Another classic I read recently is Quo Vadis, by Henryk Sienkiewicz
Quo Vadis is a classical novel, exploring modern themes in an ancient time, the time when Rome was ruled by Nero, one of the most dark figures in Roman Empire’s history. Quo Vadis is a novel about love, about faith, and about people.
The main characters are the young and lustful Vinicius, an important figure in Roman politics, with a good fortune, who falls from the highest of pleasure into a crude love despair for the daughter of a far away barbarian king, Ligia. Ligia is a simple girl, full of faith and innocence, and considering the others more important than herself, fully selfless.
Vinicius is attracted at first by her beauty, which gives him an obsession, while Ligia is vaguely attracted by him. Vinicius makes several mistakes in trying to approach her, which make her life miserable together with his own. He uses his uncle Petronius, a high ranking official and art critique at the court of the emperor Nero, to abduct her from her adoptive parents. Ligia is only revolted by his approach, and runs away. Vinicius is completely left out of options, as he is used to slaves that would obey all his wishes, and everything he would ever desire would come to him without fighting for it. He doesn’t understand why Ligia wouldn’t want to become his mistress and get all the honors and attention that few other women would have. He begins a desperate search and is consequent in his mistakes, punishing his slaves for something they didn’t deserve punishment.
Ligia prefers to stay in solitude, accompanied by kind people, who are not powerful, nor rich, but have a big heart, and a warm soul. Vinicius cannot understand this, but he begins to realize there is more in her way of being that he can try to find out, and begins her search on a different matter, a spiritual journey to finding her.
Ligia is an adept of a new religion, Christianity, that implies spiritual goodness, sacrifice of oneself for the others. She is at the edge of the city, together with other followers of the new religion, far away from the habits of Rome.
Although Vinicius made her suffer, by taking her away from her home, and forcing her to live stranded and hidden, Ligia is willing to forgive him.
Vinicius however is not yet to give up his old ways, and comes to kidnap Ligia again, after finding about her location, by infiltrating the followers of the fish, the symbol of early Christianity. Ligia’s guardian kills Vinicius’ friend and lets him badly injured, only to be saved by Ligia, who doesn’t allow more violence to happen. Vinicius is treated by Ligia for a while, which is a mystical healing of both body and soul, and begins to understand her, her thinking and her way of life. Even though he tried to kidnap her, Ligia is willing to stand by his ill bed, care for him, and let him go without any wish for avenge. Vinicius is astonished by this, and accepts that Ligia is something different that he still has a long way to decipher her. He returns home, healed, but with a different heart, and signs of change begin to show, by releasing some of his slaves.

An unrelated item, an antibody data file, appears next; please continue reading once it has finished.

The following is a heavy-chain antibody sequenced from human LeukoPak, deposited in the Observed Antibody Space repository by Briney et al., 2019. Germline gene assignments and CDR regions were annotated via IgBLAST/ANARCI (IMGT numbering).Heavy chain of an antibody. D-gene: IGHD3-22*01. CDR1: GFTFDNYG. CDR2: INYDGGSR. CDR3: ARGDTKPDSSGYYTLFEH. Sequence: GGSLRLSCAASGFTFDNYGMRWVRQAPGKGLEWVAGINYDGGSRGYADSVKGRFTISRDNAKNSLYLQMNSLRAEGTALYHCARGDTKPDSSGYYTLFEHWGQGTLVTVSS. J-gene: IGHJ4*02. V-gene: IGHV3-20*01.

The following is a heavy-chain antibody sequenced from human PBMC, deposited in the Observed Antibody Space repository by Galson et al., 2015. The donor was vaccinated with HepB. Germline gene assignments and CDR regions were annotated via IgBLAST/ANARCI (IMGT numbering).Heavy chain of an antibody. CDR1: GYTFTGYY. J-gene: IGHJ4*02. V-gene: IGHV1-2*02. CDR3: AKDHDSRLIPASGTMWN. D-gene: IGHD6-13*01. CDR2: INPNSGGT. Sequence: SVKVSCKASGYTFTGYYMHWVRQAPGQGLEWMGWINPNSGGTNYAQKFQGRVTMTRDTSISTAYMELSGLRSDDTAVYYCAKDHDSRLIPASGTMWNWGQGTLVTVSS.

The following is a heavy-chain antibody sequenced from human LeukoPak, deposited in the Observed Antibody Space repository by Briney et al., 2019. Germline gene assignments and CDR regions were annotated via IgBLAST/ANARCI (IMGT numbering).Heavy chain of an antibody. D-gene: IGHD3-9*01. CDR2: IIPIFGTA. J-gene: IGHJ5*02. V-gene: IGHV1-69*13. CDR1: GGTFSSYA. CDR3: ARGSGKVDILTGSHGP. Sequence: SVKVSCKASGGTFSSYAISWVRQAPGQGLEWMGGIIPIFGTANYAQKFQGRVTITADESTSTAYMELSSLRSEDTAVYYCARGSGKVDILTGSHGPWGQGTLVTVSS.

The faith puts the characters into another test, when Nero begins to blame Vinicius and Ligia for the death of his daughter, and the burning of Rome, when Vinicius and Ligia are separated again. Vinicius meets Saint Peter, who tries to endulge him into the ways of the Christianity. The guilt for burning Rome falls on the Christians, and the most dramatic point in the novel is when the Christians are fed to animals, without fight or remorse, which turns them into martyrs. Ligia is only saved by the request of the audience, which was the only thing that Nero was still afraid of.
Also a dramatic episode is the suicide of Petronius, commanded by Nero. Being in Nero’s disgrace, Petronius asks his personal doctor to let him bleed to death, engulfing in last reads of poems and Roman bohemia, before his slow and painless death.
Overall, Quo Vadis is a book who shows an impossible love coming true, in a dark age presented magnificently, full of violence and lacking any justice or fairness.
Petronius is the ancient intellectual, desiring his pleasures, and not being afraid to pay for a life full of lust. He envies a bit but it’s full of compasion for Ligia and Vinicius.
Vinicius is the perfect Roman, which discovers a whole new world through Ligia, and an example of faith conversion and one of the most early Christians.
Ligia is the innocent maid, who can devote herself to a better cause, for the good of everyone else.